The Republican Governors Association is backing its incumbents, spending more than $3 million in Ohio to help Mr. DeWine, who angered the conservative base with his aggressive Covid mitigation policies, and more than $5 million in Georgia to help Gov. Brian Kemp, whom Mr. Trump blames for not helping him overturn the 2020 election.

In some states, Republican governors have moved to the right to fend off challengers.

Gov. Greg Abbott of Texas did so successfully in March, and Gov. Kay Ivey of Alabama has followed his model ahead of her primary next month, falsely claiming in television ads that the 2020 election was stolen and warning that unchecked immigration will force Americans to speak Spanish. Ms. Ivey holds a big lead over her challengers on the right, but Alabama law requires a majority of the primary vote to avoid a runoff.

For Mr. Trump, who regularly boasts of his approval rating among Republican voters and his endorsement record in primaries, the prospect of losing primaries — especially in Georgia, where he has for more than a year attacked Mr. Kemp — would be an embarrassing setback.

Polls show Mr. Kemp comfortably ahead of Mr. Trump’s choice, former Senator David Perdue, who has bet his campaign on 2020 election grievances.

In Idaho, Lt. Gov. Janice McGeachin, who has been endorsed by Mr. Trump in her bid for governor, trails well behind Gov. Brad Little. And in Nebraska, Mr. Trump endorsed Charles W. Herbster, a wealthy agribusiness executive who was accused this month by a state senator of groping her at a political event.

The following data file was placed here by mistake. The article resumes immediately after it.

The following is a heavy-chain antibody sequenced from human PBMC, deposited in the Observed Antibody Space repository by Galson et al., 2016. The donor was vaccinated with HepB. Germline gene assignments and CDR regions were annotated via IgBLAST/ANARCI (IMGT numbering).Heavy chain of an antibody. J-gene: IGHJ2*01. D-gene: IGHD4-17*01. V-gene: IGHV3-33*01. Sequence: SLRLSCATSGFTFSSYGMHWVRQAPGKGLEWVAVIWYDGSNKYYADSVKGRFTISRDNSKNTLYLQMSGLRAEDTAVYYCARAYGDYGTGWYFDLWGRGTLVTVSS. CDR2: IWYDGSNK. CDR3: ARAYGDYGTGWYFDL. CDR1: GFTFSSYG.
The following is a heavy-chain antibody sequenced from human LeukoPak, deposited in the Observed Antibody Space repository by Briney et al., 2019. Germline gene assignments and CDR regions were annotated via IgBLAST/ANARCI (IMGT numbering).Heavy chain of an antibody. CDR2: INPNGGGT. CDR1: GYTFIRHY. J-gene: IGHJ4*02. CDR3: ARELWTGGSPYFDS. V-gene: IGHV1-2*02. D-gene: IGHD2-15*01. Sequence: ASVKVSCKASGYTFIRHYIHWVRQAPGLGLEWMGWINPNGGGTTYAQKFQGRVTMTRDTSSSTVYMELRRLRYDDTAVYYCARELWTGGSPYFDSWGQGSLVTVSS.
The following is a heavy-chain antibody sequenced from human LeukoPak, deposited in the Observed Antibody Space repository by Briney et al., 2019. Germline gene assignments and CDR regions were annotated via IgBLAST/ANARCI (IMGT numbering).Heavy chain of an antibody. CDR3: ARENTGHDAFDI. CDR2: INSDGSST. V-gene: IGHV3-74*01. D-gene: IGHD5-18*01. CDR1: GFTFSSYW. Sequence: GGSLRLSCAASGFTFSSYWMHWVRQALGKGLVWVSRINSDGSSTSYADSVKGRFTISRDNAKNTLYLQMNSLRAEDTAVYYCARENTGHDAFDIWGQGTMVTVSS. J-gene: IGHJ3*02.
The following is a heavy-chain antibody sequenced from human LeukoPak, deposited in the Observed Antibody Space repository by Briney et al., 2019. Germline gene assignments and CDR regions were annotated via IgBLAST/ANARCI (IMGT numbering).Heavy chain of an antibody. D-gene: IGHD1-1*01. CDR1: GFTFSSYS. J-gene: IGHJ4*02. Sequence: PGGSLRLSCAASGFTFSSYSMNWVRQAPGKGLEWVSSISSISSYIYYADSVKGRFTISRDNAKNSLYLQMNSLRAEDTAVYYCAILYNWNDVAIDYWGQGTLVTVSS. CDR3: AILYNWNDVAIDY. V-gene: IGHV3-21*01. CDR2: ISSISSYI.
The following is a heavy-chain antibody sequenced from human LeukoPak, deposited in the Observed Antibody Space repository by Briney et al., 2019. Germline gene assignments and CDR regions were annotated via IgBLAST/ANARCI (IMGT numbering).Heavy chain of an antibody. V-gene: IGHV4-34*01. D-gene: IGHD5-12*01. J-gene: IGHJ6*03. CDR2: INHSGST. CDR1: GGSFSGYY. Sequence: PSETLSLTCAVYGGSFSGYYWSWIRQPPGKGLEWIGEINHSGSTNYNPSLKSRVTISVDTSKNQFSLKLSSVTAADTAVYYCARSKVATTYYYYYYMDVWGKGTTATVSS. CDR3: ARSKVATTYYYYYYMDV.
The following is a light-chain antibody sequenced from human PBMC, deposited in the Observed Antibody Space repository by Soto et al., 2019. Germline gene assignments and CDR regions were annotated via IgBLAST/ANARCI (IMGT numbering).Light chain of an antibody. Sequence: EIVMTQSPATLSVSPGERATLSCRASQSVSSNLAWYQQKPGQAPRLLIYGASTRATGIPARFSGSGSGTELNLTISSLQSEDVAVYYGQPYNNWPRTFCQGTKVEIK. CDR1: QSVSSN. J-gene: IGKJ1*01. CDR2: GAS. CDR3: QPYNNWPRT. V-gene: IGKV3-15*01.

Advisers to Mr. Trump predict that he will simply dismiss any losses and instead highlight the races his candidates have won, as has generally been his practice. For instance, he withdrew his endorsement of Representative Mo Brooks in Alabama’s Senate race when it became clear Mr. Brooks’s campaign was sputtering.

“Remember, you know, my record is unblemished,” Mr. Trump said in an interview with The New York Times on Thursday. “The real story should be on the endorsements — not the David Perdue one — and, by the way, no race is over.”

In Idaho, Ms. McGeachin attracted attention from the Republican base last year when, while Mr. Little was traveling out of state, she issued executive orders banning mask mandates (which did not exist on a statewide level) and prohibiting companies from requiring vaccinations, and also tried to deploy the Idaho National Guard to the Mexican border. Mr. Little reversed those moves upon his return.

“She is brave and not afraid to stand up for the issues that matter most to the people of Idaho,” Mr. Trump said when he endorsed Ms. McGeachin in November.

There is virtually no public polling of the race, but C.L. Otter, a former Idaho governor known as Butch, said private polling showed Mr. Little, whom Mr. Otter has endorsed, holding a two-to-one lead over Ms. McGeachin.